# The Alternation Operator ... Another Question ... Browder, Proposition 12.20 ... ...

#### Peter

##### Well-known member
MHB Site Helper
I am reading Andrew Browder's book: "Mathematical Analysis: An Introduction" ... ...

I am currently reading Chapter 12: Multilinear Algebra ... ...

I have another question regarding the proof of Theorem 12.20 on page 275 ... ...

The relevant text reads as follows: At the end of the above proof by Browder we read the following:

" ... ... Finally, (d) is proved in exactly the same way as (a). ... ... "

Despite the above statement by Browder I am unable to formulate a valid proof of (d) ...

Help will be much appreciated ...

Peter

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So that MHB readers can see and understand Browder's definitions and notation in the text given above I am providing the text of Browder's section on alternating tensors ... as follows:    Hope that helps ...

Peter

#### Peter

##### Well-known member
MHB Site Helper
I am reading Andrew Browder's book: "Mathematical Analysis: An Introduction" ... ...

I am currently reading Chapter 12: Multilinear Algebra ... ...

I have another question regarding the proof of Theorem 12.20 on page 275 ... ...

The relevant text reads as follows:

At the end of the above proof by Browder we read the following:

" ... ... Finally, (d) is proved in exactly the same way as (a). ... ... "

Despite the above statement by Browder I am unable to formulate a valid proof of (d) ...

Help will be much appreciated ...

Peter

=========================================================================================

So that MHB readers can see and understand Browder's definitions and notation in the text given above I am providing the text of Browder's section on alternating tensors ... as follows:

Hope that helps ...

Peter

I have reflected on my post above ... and now believe I have a proof of (d) ...

... that is a proof that

(d) $$\displaystyle A \ ^{ \tau }{ \alpha } = \varepsilon ( \tau ) A \alpha$$

I think that the following is a valid proof ...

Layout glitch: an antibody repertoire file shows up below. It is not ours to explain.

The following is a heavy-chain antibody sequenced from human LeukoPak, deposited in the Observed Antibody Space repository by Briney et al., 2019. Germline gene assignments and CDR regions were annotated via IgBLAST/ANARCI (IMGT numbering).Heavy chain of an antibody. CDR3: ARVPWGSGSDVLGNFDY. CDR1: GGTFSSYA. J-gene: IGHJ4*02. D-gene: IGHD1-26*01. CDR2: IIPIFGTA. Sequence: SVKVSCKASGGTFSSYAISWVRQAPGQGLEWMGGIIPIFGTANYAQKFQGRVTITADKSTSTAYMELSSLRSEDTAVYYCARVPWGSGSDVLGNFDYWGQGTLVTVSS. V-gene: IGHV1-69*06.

$$\displaystyle A \ ^{ \tau }{ \alpha } = \sum_{ \sigma \text{ in } S_r } \varepsilon ( \sigma ) \ ^{ \sigma }( ^{ \tau }{ \alpha } )$$

$$\displaystyle = \sum_{ \sigma \text{ in } S_r } \varepsilon ( \sigma ) \ ^{ \sigma \tau }{ \alpha }$$

$$\displaystyle = \sum_{ \sigma \text{ in } S_r } \varepsilon ( \sigma ) \varepsilon ( \sigma \tau ) \alpha$$

$$\displaystyle = \sum_{ \sigma \text{ in } S_r } \varepsilon ( \sigma ) \varepsilon ( \sigma ) \varepsilon ( \tau ) \alpha$$

$$\displaystyle = \varepsilon ( \tau ) \sum_{ \sigma \text{ in } S_r } \varepsilon ( \sigma ) \ ( \varepsilon ( \sigma ) \alpha )$$

$$\displaystyle = \varepsilon ( \tau ) \sum_{ \sigma \text{ in } S_r } \varepsilon ( \sigma ) \ ^{ \sigma }{ \alpha }$$

$$\displaystyle = \varepsilon ( \tau ) A \alpha$$

Can someone please indicate whether the above proof is correct and/or critique the above proof pointing out errors or shortcomings ...

Peter

*** EDIT ***

I have just realised that I used Proposition 12.18 (see scanned pages above) in the above proof ... but Proposition 12.18 assumes the tensor concerned is alternating ... so my proof is invalid ...

Hmm ... still need some help ...

Peter

Last edited:

#### GJA

##### Well-known member
MHB Math Scholar
Hi Peter ,

$$\displaystyle A \ ^{ \tau }{ \alpha } = \sum_{ \sigma \text{ in } S_r } \varepsilon ( \sigma ) \ ^{ \sigma }( ^{ \tau }{ \alpha } )$$

$$\displaystyle = \sum_{ \sigma \text{ in } S_r } \varepsilon ( \sigma ) \ ^{ \sigma \tau }{ \alpha }$$
Try using $\varepsilon(\sigma)=\varepsilon(\sigma)\varepsilon(\tau)^{2}=\varepsilon(\tau)\varepsilon(\sigma\tau)$ at this point and see where that takes you.

#### Peter

##### Well-known member
MHB Site Helper
Hi Peter ,

Try using $\varepsilon(\sigma)=\varepsilon(\sigma)\varepsilon(\tau)^{2}=\varepsilon(\tau)\varepsilon(\sigma\tau)$ at this point and see where that takes you.

Well ... that certainly helped ...

Now have worked through proof ... obvious now with your help!!!

Thanks ...

Peter